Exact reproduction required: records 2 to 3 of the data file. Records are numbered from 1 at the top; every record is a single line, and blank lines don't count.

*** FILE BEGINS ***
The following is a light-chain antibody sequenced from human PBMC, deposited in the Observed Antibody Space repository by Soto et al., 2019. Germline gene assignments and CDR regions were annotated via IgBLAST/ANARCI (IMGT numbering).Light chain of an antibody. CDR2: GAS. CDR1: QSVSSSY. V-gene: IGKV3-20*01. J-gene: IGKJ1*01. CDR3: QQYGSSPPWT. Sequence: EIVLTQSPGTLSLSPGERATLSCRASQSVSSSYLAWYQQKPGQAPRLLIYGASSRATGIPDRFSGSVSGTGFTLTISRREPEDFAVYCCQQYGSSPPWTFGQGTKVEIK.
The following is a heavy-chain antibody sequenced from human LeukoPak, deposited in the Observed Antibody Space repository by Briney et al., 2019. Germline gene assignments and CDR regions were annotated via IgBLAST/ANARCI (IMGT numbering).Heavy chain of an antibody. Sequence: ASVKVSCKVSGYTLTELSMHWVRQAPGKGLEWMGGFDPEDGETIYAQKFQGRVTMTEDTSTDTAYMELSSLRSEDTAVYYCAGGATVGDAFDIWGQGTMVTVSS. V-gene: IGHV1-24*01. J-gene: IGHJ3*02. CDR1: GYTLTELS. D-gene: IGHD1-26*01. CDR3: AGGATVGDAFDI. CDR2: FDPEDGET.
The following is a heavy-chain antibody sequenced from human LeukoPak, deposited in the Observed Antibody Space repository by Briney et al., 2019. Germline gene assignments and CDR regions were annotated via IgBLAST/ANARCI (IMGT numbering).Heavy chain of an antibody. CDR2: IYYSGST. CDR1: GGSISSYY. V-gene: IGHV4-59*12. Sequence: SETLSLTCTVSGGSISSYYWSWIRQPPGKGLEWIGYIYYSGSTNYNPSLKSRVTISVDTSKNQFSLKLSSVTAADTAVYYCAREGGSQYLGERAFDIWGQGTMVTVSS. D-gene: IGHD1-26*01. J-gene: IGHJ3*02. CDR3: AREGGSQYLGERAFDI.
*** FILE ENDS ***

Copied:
The following is a heavy-chain antibody sequenced from human LeukoPak, deposited in the Observed Antibody Space repository by Briney et al., 2019. Germline gene assignments and CDR regions were annotated via IgBLAST/ANARCI (IMGT numbering).Heavy chain of an antibody. Sequence: ASVKVSCKVSGYTLTELSMHWVRQAPGKGLEWMGGFDPEDGETIYAQKFQGRVTMTEDTSTDTAYMELSSLRSEDTAVYYCAGGATVGDAFDIWGQGTMVTVSS. V-gene: IGHV1-24*01. J-gene: IGHJ3*02. CDR1: GYTLTELS. D-gene: IGHD1-26*01. CDR3: AGGATVGDAFDI. CDR2: FDPEDGET.
The following is a heavy-chain antibody sequenced from human LeukoPak, deposited in the Observed Antibody Space repository by Briney et al., 2019. Germline gene assignments and CDR regions were annotated via IgBLAST/ANARCI (IMGT numbering).Heavy chain of an antibody. CDR2: IYYSGST. CDR1: GGSISSYY. V-gene: IGHV4-59*12. Sequence: SETLSLTCTVSGGSISSYYWSWIRQPPGKGLEWIGYIYYSGSTNYNPSLKSRVTISVDTSKNQFSLKLSSVTAADTAVYYCAREGGSQYLGERAFDIWGQGTMVTVSS. D-gene: IGHD1-26*01. J-gene: IGHJ3*02. CDR3: AREGGSQYLGERAFDI.